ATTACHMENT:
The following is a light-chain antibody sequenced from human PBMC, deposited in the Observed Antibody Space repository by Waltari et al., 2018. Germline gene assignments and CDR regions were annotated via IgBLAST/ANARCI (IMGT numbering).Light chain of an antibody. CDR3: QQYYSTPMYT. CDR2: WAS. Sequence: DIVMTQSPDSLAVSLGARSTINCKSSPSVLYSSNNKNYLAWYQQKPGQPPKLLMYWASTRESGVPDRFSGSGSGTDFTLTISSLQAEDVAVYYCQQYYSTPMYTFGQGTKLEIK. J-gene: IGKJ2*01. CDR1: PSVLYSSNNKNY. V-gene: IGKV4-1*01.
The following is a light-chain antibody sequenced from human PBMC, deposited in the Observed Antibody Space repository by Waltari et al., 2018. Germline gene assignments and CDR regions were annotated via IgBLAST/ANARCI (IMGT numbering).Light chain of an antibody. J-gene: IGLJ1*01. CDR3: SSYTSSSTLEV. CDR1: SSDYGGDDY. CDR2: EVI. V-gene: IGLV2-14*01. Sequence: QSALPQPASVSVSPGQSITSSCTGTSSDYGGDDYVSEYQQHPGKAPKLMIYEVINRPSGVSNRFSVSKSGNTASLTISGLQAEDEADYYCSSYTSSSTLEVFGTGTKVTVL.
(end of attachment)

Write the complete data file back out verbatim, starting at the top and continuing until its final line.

The following is a light-chain antibody sequenced from human PBMC, deposited in the Observed Antibody Space repository by Waltari et al., 2018. Germline gene assignments and CDR regions were annotated via IgBLAST/ANARCI (IMGT numbering).Light chain of an antibody. CDR3: QQYYSTPMYT. CDR2: WAS. Sequence: DIVMTQSPDSLAVSLGARSTINCKSSPSVLYSSNNKNYLAWYQQKPGQPPKLLMYWASTRESGVPDRFSGSGSGTDFTLTISSLQAEDVAVYYCQQYYSTPMYTFGQGTKLEIK. J-gene: IGKJ2*01. CDR1: PSVLYSSNNKNY. V-gene: IGKV4-1*01.
The following is a light-chain antibody sequenced from human PBMC, deposited in the Observed Antibody Space repository by Waltari et al., 2018. Germline gene assignments and CDR regions were annotated via IgBLAST/ANARCI (IMGT numbering).Light chain of an antibody. J-gene: IGLJ1*01. CDR3: SSYTSSSTLEV. CDR1: SSDYGGDDY. CDR2: EVI. V-gene: IGLV2-14*01. Sequence: QSALPQPASVSVSPGQSITSSCTGTSSDYGGDDYVSEYQQHPGKAPKLMIYEVINRPSGVSNRFSVSKSGNTASLTISGLQAEDEADYYCSSYTSSSTLEVFGTGTKVTVL.